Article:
# Voltage Regulator vs Voltage divider?

Recently in Basic Electronics course we studied about the Voltage dividers, whereas many people say in 90% of the cases we can't use a voltage divider for electronics, servos and other components circling around Arduino, So what exactly are the cases in which we use voltage regulator and what are the cases when we can't use a voltage divider?

A voltage divider is used in many circuits to determine a particular voltage level, but only if the current draw from the divider junction can be neglected.

If the output current is constant and cannot be neglected, the basic voltage divider equation is not applicable. The output current must be included in the calculation.

A voltage divider is passive and does not "regulate" voltage.

A voltage divider is founded upon ohm's law, and assumes that the current going through the resistors is equal. When this is true (ie, negligible current drawn from the middle of the divider), it works just fine. So it's great for reference voltages and stuff. But if you need to power anything with it, you need to use a voltage regulator, which has active circuitry in it that will keep the output voltage constant as the output current changes.

Typical use for a voltage divider is attenuating a signal to a particular level as with a
volume control, or to enable measurement of a larger voltage than an ADC can handle.

For instance a mutimeter's internal circuitry is mainly a bunch of precision voltage dividers.

Electrical:
Recently in Basic Electronics course we studied about the Voltage dividers, whereas many people say in 90% of the cases we can't use a voltage divider for electronics, servos and other components circling around Arduino, So what exactly are the cases in which we use voltage regulator and what are the cases when we can't use a voltage divider?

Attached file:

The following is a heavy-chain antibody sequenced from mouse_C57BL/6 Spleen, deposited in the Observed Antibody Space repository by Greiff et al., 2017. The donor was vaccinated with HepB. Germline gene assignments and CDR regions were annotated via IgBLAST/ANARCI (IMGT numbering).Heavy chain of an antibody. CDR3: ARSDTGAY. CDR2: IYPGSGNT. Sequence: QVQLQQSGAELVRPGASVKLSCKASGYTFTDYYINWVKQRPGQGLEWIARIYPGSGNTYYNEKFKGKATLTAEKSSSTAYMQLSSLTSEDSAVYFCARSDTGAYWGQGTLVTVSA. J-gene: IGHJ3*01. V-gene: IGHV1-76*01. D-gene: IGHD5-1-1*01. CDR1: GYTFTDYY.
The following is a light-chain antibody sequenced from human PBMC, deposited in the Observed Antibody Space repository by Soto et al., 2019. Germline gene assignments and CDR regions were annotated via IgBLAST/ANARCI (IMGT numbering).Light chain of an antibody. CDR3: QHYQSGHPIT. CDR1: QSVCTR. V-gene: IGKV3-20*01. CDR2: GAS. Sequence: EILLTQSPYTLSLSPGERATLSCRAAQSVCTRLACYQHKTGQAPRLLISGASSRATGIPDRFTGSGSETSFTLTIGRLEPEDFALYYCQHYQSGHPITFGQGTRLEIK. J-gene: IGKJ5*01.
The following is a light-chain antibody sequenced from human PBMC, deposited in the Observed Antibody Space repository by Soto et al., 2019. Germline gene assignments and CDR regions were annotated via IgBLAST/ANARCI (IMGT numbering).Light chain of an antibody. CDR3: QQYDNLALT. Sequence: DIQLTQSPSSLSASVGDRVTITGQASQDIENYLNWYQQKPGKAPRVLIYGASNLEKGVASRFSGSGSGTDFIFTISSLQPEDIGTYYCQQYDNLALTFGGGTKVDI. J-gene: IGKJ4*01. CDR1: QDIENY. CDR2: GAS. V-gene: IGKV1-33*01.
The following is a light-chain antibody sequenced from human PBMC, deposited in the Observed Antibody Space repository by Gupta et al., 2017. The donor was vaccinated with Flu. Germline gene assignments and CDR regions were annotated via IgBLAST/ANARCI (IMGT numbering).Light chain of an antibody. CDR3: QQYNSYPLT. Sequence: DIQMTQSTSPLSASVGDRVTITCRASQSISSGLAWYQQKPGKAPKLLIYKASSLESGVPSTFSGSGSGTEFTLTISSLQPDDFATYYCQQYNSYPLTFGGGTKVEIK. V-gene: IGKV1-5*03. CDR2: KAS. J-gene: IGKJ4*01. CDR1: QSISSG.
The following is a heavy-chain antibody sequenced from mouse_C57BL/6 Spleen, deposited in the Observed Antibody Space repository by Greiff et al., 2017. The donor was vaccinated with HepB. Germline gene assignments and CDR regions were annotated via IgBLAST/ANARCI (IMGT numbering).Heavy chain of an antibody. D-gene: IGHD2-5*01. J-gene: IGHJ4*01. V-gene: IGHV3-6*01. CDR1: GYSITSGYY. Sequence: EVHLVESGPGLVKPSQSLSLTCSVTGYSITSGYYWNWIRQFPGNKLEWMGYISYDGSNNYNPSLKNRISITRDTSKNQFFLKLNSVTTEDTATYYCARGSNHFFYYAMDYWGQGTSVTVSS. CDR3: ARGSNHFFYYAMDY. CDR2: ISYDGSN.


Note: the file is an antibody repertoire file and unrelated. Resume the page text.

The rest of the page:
Let me teach you one useful thing first. It is called 'google'. In the google search engine box, type 'voltage divider and voltage regular differences'. There you will get your answer.

But I'll tell you another thing here. A basic voltage divider ---- supposing it is a purely resistive voltage divider, is formed using two resistors. The mid-point (ie. the point between the two resistors of the divider) will have a voltage (relative to a reference point) that depends on the current that flows through this divider (and also on the values of the two resistors). The two resistors are connected in SERIES. So........ QUESTION --- if you then connect some other circuit to the mid-point that draws a significant amount of current...... then will the original mid-point voltage still be maintained? Answer is ..... 'no'. This means that the voltage divider will only hold (maintain) its original mid-point voltage if whatever external circuit (to be connected to the mid-point) does not draw a significant amount of current (relative to whatever series current was flowing through the resistors originally). So, this means...... if you want to reduce a parent (source) voltage using a voltage divider, and if you want that mid-point voltage to be more or less constant..... THEN....whatever you connect to the mid-point NEEDS to have a resistance (or impedance) that is relatively high .... such as 100 TIMES (or more) the following value: (R1*R2)/(R1+R2), where R1 and R2 are your voltage divider resistor values. It is a parallel resistance expression, which arises from a Thevenin equivalent circuit analysis of the voltage divider. If this condition isn't met, then the overall circuit (with your external circuit connected up) won't behave like the original "voltage divider". Or at least, it wouldn't do what you wanted it to do for you.

If the external circuit has a relatively high input impedance...such as an input to an op-amp, and if whatever you want to do with the voltage divider doesn't create any issues, and if it just gets the job done easily/conveniently/reliably/efficiently......... then just use it. For example, if a particular input pin requires a CONSTANT voltage of 4 volt DC to be applied to it so that the rest of the circuit says 'ok..... required condition met.....carry on with operation', but you only have a constant 5 volt source. If you know in advance that the input pin (for which the 4 volt needs to be applied) and if you know in advance that the input is relatively high impedance (eg 1 Mega-ohm), then you could make yourself a voltage divider with suitably chosen resistor values to achieve the required 4 volt.

Next consider the voltage regulator. A voltage regulator's purpose is to maintain the same voltage (if it can), regardless of what is connected to its output terminals.

Also...... if you're doing a basic electronics course, and they teach you those things, then it does make sense if you ask the person who taught you these things. This means .... if you don't know where either a divider or a voltage regulator is applied (in general), then it makes sense to ask that teacher.....unless you never see that teacher again after your course.